Kyrstyn Pixton

Inclusive Interview

 

Amidst the knotty forests of Oregon tucked neatly in the suburbs of Portland, lives the lovely and talented Kyrstyn Pixton. YES TRiBE recently had the pleasure of spending the evening with her and her husband, Mathias (sorry, gents). It was a magical night filled with conversation, libation, and a bubbling hookah. Join us as we delve into the mind of Kyrstyn Pixton and discuss such topics as her album, 2012 and open source sharing.

We skipped our way through the forest to come upon the cozy home Kyrstyn lives in with her husband, Mathias, who is finishing his Doctorate in philosophy. After warm welcomes and a quick tour, we sit down at a round table to a glowing hookah and over 6 hours of bawdy, amusing, and insightful conversation.

 

Miss Pixton, Miss Pixton!! Was it your intention, with this latest album, to actually steal our hearts? Or was it just a product of the musical journey?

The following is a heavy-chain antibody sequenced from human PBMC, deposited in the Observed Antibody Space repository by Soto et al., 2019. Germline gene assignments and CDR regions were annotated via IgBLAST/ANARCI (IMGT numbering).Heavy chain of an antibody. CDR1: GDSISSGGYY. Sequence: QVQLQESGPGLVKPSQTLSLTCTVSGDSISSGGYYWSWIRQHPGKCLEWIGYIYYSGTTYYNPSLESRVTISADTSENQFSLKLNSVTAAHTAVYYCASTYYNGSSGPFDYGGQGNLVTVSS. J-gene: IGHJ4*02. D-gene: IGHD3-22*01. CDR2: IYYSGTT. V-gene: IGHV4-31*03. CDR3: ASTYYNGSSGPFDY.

Kyrstyn started making music at the age of 5, pounding on the piano in the family home and singing all the time. At age twelve, she began recording everything that she could. This allowed her to find her musical groove through her schooling. In 2007, she began using Ableton Live and hasn’t looked back.

She sites Joanna Newsome as her largest musical influence to date, sprinkled with some 90′s female singer-songwriters such as Tori Amos and Ani DiFranco. She also has a large love for classical music, like Beethoven and Chopin, but also enjoys contemporary artists such as Akara. What was a bit unexpected was her love of trance music.

“I was obsessed with trance, really sparkly trance, for a long time, specifically Tiesto’s “In Search of Sunrise…I just remember dancing around in the living room to those artists, going into awesome little kid trances and imaginary lands, it was beautiful.”

 

Kyrstyn Pixton

Good thing that she had this love, because it shines bright in her evolving sound.